It matters not whether you’re Harrison Ford, Arnold Schwarzenegger or even Tom Cruise: eventually, an action movie will have words about your age.
It didn’t take long into the Lethal Weapon series of movies for Danny Glover’s Roger Murtaugh to get what became his catchphrase. A character always edging towards retirement, he was wont to exclaim in moments of peril that “I’m too old for this shit”.
The nature of the Hollywood action star is such that, sooner or later, their desire to keep blowing stuff up combined with their inability to halt basic human ageing means that a screenwriter will make reference for this. After all, wouldn’t it be better to put one of those young people in peril, rather than risking whatever role of seniority the character in question has risen to?
The earlier this happens for a leading superstar, clearly that’s the most alarming for them. Who wants age gags when they’re barely past 40?
Well, Mel Gibson for a start.
By the time we got to Lethal Weapon 4 in 1998, it wasn’t just Glover’s Murtaugh who was getting too old for this shit. Mel Gibson’s Martin Riggs was chanting it too. Gibson, by this stage, had reached the grand old age of, er, 42 years old. In Hollywood terms, that’s obviously near pasture age. If you’ve got the temerity to be female and in your 40s, then it’s amazing you’re on the screen in an action movie at all.
Gibson, by distance, is the one who got to have his age suitability for action duties questioned earlier than his contemporaries. Just a few years before, we’d been introduced to Sylvester Stallone’s John Spartan in the glorious 1993 sci-fi actioner Demolition Man (it’s, staggeringly, 30 years old next year). Spartan, we’re informed, is an old fashioned dinosaur, and no longer suitable for the rigours and demands of futuristic police work. Unless there’s Wesley Snipes and a haircut to track down.
How old then was Stallone when we learned that the action movie gods had decided he had matured to senior citizen of the genre? 47. Still in his forties, but unless time travel/cryotechnology takes a turn, that’s no way he’s beating Gibson’s marker. He may just have dodged one of Simon Phoenix’s bullets there.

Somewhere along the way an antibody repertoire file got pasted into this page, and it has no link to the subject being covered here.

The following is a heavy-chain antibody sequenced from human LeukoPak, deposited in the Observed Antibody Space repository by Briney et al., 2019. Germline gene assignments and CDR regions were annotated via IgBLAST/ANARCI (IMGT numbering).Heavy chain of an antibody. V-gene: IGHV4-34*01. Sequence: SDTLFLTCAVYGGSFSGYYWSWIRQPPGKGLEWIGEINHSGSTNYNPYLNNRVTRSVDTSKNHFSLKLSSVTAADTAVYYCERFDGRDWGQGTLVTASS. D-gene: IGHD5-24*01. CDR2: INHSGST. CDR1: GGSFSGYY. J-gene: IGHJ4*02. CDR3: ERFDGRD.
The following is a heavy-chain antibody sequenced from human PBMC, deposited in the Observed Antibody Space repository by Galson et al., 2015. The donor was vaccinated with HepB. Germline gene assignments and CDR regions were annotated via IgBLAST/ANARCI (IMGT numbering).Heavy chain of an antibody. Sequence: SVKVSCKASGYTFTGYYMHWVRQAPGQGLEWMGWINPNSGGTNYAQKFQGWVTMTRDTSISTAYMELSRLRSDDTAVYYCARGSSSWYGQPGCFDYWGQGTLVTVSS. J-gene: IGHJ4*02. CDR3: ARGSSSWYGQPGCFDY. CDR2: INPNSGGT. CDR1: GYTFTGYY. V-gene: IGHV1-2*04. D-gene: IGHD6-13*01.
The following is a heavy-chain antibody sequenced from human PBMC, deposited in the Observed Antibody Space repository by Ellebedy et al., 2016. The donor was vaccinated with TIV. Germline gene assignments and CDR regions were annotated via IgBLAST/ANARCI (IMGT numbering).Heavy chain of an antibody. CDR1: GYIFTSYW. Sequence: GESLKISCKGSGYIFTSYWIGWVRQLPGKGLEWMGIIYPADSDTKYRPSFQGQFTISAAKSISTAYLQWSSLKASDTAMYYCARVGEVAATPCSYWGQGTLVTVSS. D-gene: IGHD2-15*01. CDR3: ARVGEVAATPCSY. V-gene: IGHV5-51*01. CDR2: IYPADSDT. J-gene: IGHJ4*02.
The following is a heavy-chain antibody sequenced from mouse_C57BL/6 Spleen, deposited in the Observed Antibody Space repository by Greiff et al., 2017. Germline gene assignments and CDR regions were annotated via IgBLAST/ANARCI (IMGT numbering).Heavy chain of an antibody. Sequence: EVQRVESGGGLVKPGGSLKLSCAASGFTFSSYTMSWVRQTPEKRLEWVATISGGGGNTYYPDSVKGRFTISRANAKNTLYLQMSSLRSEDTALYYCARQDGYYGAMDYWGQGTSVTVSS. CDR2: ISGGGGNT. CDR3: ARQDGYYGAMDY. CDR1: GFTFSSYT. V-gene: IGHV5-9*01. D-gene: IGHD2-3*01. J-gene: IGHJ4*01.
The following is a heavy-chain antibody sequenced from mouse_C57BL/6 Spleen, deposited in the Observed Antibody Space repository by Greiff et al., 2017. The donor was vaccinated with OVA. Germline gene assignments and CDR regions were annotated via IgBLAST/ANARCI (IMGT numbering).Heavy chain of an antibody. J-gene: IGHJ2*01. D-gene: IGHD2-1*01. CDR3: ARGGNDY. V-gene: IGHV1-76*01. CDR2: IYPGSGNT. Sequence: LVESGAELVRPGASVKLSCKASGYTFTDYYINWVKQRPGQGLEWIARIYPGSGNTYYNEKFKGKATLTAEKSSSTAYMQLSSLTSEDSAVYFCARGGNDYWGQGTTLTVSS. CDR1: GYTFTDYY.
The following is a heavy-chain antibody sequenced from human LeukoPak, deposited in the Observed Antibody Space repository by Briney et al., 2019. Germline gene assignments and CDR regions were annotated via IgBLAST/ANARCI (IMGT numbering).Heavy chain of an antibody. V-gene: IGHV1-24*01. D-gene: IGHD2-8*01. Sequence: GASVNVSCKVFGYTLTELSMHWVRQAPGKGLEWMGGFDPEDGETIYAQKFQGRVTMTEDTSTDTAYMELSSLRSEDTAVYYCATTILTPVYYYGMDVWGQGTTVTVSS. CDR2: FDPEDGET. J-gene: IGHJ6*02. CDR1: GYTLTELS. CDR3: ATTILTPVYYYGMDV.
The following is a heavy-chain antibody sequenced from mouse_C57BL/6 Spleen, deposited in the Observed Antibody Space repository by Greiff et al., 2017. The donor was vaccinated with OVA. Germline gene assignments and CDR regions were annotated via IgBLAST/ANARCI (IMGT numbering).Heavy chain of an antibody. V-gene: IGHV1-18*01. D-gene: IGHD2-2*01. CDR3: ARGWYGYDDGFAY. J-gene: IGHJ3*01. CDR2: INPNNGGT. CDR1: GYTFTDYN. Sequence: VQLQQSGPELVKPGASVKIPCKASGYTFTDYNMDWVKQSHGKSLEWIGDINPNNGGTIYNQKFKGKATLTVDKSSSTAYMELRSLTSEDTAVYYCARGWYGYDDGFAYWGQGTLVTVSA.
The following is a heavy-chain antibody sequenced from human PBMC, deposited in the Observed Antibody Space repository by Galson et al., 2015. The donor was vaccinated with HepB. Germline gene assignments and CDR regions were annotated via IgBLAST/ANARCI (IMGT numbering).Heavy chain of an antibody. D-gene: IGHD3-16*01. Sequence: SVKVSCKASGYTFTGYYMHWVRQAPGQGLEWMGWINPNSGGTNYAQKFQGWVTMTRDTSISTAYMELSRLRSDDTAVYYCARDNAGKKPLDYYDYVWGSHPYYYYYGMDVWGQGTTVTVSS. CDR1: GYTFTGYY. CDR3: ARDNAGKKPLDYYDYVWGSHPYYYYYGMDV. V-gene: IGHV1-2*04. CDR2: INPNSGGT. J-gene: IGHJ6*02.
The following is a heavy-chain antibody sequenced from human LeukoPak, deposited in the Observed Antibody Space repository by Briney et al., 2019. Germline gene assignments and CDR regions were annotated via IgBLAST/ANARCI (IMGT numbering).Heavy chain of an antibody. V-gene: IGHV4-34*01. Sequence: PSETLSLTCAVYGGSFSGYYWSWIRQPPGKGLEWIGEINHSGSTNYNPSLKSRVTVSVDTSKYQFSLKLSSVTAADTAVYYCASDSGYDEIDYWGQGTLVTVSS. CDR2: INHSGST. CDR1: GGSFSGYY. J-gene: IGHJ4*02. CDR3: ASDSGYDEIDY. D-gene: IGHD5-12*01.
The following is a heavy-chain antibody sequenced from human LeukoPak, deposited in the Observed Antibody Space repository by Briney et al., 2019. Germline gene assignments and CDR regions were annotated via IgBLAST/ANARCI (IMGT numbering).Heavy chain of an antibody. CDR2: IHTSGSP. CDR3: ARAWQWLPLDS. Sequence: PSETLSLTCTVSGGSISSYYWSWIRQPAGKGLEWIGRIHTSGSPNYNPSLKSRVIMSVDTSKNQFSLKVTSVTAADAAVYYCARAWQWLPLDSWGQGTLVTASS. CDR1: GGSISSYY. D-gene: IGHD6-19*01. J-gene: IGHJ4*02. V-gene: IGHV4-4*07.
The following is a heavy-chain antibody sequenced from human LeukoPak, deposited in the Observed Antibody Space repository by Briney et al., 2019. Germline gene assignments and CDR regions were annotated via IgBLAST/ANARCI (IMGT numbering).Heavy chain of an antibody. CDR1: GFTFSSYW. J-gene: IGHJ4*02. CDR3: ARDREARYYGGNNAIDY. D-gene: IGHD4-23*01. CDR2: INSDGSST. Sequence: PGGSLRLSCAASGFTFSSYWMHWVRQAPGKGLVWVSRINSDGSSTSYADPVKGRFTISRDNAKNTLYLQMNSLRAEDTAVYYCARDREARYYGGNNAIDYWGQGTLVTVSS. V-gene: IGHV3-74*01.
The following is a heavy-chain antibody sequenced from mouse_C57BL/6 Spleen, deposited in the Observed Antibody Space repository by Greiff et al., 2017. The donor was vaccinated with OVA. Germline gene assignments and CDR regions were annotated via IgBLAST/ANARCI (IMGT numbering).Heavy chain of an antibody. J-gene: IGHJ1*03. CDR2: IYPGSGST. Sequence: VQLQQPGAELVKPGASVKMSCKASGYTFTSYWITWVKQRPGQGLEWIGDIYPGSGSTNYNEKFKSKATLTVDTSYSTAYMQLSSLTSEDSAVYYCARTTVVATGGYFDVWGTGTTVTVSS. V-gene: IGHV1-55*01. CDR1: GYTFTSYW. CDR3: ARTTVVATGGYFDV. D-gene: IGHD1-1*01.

What of Stallone’s contemporary and rival, Arnold Schwarzenegger? Well, there’s been an element of blunt weapon about many of his action roles, but perhaps the one where he crossed over to the other side was 1996’s old-style actioner Eraser. A film that to this day feels like it was made ten years too late, it’s a decent slice of boffs and kapows, and the general conceit is that Arnie’s John Kruger is the traditional, old fashioned cop who gets things done more with a gun than a nice conversation and tea cake.
“Don’t you get tired of babysitting scumbugs?” he’s asked at one point, chipping back “yeah, but in your case I’ll make an exception”. Chortle. Still, even though it’s only a slight dig, it’d taken to the age of 49 for anyone to direct such an age gag at Arnie on the big screen. He’s our new outlier. Bullets can’t defeat him – or a nail bomb in that film – and nor can his then-approaching 50s.
Harrison Ford certainly isn’t in danger of taking Gibson’s crown. Consider this: in 1989’s joyous Indiana Jones And The Last Crusade, Ford’s Indy utters the line “that belongs in a museum”. The response he gets? “So do you”. Harsh, harsh. Still, Ford by this stage in his career was up to 47 years old, so he’d been heading into Hollywood leading man age gag territory. Gibson obviously got there first, but Ford is tied with Stallone (quiz question: which film did they both appear in? Don’t look it up), so doubt he’ll be complaining. Also: pretty funny gag in this case.
Which brings us to the latest leading action man to finally join the club, and inevitably the one who’s held back the years the most. It’s Mr Tom Cruise. He’s battled through six Mission: Impossible films so far with no sign of him retiring due to collecting his bus pass. In the recently-released Top Gun Maverick though, finally, someone has the gall to say to young Cruise that “your kind is headed to extinction”. There’s memory of “the old times” too, and whilst Tom might not be acting the expectation of his age, he’s certainly being reminded of it on the big screen for the first time.
How long has this taken? Well, at his next birthday, Cruise will turn 60. Go by the face value of the latest Top Gun movie and he’s flying planes to try and hit Mach 10 whilst also qualifying for a discount on a Saga holiday. Let’s not forget too that he’s got the small matter of two Mission: Impossible movies to come as well. Just because people are telling Cruise he’s heading to extinction, he’s clearly in no rush to get there. All power to him.
Of course, in more recent times, we’ve seen leading actors embracing their years and taking a sidestep into action cinema later in their career. Liam Neeson for one has turned this into a cottage industry. He’s just turned 70 and has seemingly wielded as many guns on screen in recent years as there are candles on his cake. He seems to have run out of Taken films though, but his pension fund can be assured there’s no shortage of clones.
Personally though, I’m still holding out hope that someone like Emma Thompson or Helen Mirren will get the lead in a rollicking good action movie. Or give me a Taken remake with Imelda Staunton in the lead role. I’ll start saving for my ticket now.
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